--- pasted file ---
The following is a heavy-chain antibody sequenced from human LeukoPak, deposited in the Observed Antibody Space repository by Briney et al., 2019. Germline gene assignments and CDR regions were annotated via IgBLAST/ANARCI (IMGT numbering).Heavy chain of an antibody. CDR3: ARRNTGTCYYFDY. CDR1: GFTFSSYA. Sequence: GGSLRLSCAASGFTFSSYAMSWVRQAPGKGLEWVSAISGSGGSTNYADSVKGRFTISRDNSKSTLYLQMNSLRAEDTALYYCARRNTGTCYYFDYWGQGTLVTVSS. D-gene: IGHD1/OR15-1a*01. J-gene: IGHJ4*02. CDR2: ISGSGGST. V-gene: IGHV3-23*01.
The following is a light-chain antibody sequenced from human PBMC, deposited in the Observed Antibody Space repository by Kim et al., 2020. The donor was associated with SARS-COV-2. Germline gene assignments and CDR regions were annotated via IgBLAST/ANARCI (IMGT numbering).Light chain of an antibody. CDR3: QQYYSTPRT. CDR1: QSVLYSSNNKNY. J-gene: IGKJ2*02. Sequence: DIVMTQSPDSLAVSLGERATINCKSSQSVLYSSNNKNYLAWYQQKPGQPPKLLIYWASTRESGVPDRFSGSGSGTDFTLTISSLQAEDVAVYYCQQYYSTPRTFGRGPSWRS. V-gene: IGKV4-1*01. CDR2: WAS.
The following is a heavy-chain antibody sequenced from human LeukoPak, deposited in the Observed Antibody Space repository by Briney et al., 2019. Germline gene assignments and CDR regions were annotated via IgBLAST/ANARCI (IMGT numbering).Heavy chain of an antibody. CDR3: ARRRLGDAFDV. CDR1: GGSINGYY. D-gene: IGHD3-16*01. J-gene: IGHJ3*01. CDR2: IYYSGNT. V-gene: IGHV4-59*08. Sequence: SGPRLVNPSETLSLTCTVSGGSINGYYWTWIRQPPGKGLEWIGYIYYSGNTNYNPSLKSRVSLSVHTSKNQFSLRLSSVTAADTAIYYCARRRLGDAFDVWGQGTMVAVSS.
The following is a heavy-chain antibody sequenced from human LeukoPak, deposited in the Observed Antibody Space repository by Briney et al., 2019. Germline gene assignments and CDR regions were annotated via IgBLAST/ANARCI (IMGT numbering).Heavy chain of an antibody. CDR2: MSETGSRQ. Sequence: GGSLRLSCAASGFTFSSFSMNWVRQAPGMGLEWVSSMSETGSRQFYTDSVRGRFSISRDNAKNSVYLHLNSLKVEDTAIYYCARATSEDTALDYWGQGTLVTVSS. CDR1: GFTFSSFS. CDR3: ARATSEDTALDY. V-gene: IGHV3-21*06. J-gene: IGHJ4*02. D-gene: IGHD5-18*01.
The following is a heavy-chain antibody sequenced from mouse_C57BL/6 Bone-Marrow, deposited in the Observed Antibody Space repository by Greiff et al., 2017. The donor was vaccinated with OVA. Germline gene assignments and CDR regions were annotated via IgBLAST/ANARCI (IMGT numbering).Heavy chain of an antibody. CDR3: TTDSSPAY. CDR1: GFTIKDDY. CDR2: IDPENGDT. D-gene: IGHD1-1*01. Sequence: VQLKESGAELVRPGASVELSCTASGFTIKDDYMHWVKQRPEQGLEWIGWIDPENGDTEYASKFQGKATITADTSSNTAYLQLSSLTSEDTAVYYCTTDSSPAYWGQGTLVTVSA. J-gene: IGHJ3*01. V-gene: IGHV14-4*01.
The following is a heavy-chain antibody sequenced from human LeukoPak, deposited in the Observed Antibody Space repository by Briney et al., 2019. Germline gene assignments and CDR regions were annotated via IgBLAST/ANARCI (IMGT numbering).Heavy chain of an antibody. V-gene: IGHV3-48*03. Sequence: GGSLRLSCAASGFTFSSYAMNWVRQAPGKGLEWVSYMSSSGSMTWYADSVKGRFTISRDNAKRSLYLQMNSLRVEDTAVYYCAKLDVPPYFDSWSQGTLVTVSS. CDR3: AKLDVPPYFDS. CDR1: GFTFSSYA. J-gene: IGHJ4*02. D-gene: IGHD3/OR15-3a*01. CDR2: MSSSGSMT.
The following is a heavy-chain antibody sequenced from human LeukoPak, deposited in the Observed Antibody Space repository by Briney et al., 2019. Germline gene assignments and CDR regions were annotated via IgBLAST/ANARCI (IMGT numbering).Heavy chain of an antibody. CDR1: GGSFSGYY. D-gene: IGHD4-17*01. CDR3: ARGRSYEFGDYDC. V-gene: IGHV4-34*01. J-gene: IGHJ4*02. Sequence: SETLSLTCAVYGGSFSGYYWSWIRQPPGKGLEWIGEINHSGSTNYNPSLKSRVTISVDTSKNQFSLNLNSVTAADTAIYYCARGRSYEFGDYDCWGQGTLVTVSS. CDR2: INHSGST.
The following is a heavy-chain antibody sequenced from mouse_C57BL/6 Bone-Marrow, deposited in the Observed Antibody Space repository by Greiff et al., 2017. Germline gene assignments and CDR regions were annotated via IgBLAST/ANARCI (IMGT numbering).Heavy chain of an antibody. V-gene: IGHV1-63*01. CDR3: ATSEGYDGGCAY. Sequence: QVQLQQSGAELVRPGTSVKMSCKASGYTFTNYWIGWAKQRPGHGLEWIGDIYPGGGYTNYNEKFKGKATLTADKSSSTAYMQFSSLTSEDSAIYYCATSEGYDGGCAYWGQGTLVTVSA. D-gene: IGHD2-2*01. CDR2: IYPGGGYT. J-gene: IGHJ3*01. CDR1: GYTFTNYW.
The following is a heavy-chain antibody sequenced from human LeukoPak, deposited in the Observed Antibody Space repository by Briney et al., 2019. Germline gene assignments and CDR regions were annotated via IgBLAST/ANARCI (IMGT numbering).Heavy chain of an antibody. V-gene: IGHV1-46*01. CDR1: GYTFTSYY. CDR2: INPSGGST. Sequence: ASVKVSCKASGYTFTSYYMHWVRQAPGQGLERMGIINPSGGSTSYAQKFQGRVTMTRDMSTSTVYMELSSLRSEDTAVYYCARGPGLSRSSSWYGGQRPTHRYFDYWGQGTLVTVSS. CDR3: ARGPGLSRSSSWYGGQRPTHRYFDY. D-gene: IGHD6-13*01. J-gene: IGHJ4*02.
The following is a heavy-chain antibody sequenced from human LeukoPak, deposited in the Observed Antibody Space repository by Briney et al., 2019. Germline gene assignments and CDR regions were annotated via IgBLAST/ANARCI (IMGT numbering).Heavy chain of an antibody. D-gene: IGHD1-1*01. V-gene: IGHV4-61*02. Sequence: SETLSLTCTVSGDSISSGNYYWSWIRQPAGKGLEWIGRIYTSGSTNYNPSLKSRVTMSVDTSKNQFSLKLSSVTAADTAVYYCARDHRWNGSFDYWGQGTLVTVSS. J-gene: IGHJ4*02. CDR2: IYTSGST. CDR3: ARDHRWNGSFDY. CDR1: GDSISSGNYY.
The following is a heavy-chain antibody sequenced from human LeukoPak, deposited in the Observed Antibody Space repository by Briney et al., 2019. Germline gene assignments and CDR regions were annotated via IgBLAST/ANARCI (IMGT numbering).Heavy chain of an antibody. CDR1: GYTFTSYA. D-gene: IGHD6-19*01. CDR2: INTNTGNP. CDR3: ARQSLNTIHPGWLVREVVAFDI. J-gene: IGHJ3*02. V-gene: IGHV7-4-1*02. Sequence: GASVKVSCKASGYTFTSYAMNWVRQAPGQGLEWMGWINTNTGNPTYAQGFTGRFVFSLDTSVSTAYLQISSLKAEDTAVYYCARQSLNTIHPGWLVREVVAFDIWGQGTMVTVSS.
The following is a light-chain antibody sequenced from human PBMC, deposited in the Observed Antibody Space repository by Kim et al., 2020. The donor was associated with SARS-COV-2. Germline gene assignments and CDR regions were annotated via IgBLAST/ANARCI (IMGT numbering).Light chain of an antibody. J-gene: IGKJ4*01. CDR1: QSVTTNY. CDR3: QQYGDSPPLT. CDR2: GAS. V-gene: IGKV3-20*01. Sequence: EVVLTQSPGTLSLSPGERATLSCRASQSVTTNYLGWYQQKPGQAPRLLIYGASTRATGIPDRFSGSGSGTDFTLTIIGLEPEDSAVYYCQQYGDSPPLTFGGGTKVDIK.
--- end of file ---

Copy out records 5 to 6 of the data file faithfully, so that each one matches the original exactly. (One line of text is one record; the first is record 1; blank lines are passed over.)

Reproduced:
The following is a heavy-chain antibody sequenced from mouse_C57BL/6 Bone-Marrow, deposited in the Observed Antibody Space repository by Greiff et al., 2017. The donor was vaccinated with OVA. Germline gene assignments and CDR regions were annotated via IgBLAST/ANARCI (IMGT numbering).Heavy chain of an antibody. CDR3: TTDSSPAY. CDR1: GFTIKDDY. CDR2: IDPENGDT. D-gene: IGHD1-1*01. Sequence: VQLKESGAELVRPGASVELSCTASGFTIKDDYMHWVKQRPEQGLEWIGWIDPENGDTEYASKFQGKATITADTSSNTAYLQLSSLTSEDTAVYYCTTDSSPAYWGQGTLVTVSA. J-gene: IGHJ3*01. V-gene: IGHV14-4*01.
The following is a heavy-chain antibody sequenced from human LeukoPak, deposited in the Observed Antibody Space repository by Briney et al., 2019. Germline gene assignments and CDR regions were annotated via IgBLAST/ANARCI (IMGT numbering).Heavy chain of an antibody. V-gene: IGHV3-48*03. Sequence: GGSLRLSCAASGFTFSSYAMNWVRQAPGKGLEWVSYMSSSGSMTWYADSVKGRFTISRDNAKRSLYLQMNSLRVEDTAVYYCAKLDVPPYFDSWSQGTLVTVSS. CDR3: AKLDVPPYFDS. CDR1: GFTFSSYA. J-gene: IGHJ4*02. D-gene: IGHD3/OR15-3a*01. CDR2: MSSSGSMT.